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Such a switch can occur when a large shock (e.g. hurricane, political turbulence) or combination of shocks overwhelm the dominant system feedbacks. More commonly, a gradual change (e.g. habitat loss, accumulation of pollutants, emergent markets, changes in values) slowly erodes the strength of the dominant feedbacks until a threshold is reached at which a different set of feedbacks suddenly becomes dominant and the system rapidly reorganizes into a new regime (Biggs et al. in press, Folke et al. 2011).
The slow erosion of feedbacks usually goes unnoticed until the actual regime shift occurs — hence regime shifts often occur as a surprise (see illustration below).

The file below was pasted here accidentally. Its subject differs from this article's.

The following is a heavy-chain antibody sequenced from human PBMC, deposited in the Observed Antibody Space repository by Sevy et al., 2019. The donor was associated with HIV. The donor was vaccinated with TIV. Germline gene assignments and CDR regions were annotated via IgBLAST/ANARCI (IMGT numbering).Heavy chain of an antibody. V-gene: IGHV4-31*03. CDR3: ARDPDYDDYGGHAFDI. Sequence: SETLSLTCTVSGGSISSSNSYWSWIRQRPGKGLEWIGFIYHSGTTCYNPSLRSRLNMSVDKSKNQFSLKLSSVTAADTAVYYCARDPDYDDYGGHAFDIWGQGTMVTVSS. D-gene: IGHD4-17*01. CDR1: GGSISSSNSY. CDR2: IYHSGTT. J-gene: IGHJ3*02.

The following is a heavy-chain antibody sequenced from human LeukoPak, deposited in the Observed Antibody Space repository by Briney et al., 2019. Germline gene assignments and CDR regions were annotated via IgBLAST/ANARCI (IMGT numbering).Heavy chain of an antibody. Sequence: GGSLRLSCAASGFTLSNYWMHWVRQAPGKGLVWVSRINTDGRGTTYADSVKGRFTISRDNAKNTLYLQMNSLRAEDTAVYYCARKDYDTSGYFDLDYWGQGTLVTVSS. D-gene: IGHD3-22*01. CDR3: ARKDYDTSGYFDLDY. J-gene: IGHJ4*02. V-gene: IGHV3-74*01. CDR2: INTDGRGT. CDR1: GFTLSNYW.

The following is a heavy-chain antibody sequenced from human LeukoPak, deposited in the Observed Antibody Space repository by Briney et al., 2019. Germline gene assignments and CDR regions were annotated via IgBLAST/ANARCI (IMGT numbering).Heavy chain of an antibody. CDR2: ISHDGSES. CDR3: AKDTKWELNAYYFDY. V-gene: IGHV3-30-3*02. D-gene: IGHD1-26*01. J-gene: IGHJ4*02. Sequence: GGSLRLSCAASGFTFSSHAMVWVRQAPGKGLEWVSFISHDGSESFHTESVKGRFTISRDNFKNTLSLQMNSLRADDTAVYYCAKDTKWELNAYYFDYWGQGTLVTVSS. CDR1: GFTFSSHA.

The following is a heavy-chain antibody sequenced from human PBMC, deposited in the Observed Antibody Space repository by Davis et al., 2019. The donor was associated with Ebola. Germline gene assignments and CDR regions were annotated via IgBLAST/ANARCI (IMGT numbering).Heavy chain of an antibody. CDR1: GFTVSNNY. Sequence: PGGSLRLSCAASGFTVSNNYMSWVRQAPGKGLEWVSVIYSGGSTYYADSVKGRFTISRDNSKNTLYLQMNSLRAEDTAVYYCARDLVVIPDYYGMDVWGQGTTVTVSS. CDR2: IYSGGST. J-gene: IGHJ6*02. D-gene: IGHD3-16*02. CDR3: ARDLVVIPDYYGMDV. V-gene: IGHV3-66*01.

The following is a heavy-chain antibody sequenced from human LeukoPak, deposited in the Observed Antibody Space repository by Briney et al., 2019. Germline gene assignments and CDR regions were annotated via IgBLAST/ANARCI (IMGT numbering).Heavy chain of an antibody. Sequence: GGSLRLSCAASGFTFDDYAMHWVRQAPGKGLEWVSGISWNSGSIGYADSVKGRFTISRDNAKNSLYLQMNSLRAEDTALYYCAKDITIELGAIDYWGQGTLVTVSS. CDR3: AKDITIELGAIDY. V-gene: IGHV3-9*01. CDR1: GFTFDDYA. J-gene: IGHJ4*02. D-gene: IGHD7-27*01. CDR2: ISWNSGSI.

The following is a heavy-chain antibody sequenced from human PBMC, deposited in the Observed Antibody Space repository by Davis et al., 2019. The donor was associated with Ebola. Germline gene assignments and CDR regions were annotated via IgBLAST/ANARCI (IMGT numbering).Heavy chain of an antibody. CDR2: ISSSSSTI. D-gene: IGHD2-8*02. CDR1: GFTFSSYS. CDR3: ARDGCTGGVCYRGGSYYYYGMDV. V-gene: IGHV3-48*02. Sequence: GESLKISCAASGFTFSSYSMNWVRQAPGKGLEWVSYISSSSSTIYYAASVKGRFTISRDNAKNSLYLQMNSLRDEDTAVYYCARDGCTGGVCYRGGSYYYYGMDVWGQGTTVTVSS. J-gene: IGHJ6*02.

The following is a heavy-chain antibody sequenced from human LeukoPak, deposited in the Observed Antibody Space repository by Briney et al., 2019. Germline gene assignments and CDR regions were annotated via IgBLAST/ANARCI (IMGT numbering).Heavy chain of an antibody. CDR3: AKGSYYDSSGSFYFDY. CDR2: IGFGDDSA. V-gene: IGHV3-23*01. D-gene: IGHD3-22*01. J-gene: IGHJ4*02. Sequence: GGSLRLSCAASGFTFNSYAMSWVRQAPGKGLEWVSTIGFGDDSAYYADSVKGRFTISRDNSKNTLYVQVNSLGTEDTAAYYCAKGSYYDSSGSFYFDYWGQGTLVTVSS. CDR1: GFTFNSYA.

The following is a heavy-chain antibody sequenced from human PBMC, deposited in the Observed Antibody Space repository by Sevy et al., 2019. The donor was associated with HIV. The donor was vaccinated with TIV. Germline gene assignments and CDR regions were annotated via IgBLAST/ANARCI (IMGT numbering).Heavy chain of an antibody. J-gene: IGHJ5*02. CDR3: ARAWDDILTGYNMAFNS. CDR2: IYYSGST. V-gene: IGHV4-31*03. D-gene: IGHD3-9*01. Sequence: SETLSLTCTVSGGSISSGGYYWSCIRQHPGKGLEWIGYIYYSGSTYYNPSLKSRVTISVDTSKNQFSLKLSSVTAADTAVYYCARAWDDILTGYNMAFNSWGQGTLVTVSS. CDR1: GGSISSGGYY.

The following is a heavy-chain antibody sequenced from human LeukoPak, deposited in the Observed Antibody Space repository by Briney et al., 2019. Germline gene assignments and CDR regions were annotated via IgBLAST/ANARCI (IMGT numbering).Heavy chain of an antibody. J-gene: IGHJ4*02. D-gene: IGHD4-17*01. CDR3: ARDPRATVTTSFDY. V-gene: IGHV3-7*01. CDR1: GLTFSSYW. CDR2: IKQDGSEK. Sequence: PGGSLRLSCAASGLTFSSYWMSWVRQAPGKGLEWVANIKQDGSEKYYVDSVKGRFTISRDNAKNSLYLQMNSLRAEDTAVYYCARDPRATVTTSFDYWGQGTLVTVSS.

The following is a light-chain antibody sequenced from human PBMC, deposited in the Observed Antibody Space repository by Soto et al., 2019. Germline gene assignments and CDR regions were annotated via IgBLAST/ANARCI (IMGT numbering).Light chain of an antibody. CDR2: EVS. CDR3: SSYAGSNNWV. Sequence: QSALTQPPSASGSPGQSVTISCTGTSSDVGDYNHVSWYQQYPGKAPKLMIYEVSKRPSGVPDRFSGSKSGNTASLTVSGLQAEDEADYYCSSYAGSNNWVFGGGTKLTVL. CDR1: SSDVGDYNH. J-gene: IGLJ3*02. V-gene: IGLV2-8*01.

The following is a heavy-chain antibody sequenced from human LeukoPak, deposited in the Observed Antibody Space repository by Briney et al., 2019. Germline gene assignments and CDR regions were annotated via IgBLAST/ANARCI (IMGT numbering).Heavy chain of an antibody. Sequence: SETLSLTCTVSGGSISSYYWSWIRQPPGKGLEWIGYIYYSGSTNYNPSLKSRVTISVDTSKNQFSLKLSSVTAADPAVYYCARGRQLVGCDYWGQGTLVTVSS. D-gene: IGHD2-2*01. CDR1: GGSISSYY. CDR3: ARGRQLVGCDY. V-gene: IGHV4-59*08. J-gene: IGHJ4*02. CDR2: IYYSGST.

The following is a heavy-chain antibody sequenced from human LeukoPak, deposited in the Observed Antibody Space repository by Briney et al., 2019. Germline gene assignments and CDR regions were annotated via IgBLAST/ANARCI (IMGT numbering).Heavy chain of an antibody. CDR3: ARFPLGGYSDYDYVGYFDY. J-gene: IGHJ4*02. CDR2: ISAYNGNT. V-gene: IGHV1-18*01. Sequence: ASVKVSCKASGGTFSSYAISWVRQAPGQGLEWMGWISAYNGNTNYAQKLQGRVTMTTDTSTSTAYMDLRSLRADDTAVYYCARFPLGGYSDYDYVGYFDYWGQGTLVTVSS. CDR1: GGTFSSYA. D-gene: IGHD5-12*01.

Understanding of regime shifts is important for ecosystem governance as they often have substantial impacts on human economies and societies, tend to occur unexpectedly, and are difficult, expensive and sometimes impossible to reverse.
1. Regime shifts are typical features of SES, not rare, isolated phenomena.
2. Important regime shifts arise from the interaction of social and ecological factors.
3. Regime shifts in SES have large impacts on ecosystem services and human well-being.
4. Regime shifts may take the form of socialecological transformations.
5. Regime shifts are difficult to detect.
6. Managing regime shifts requires different approaches than managing more gradual social-ecological change.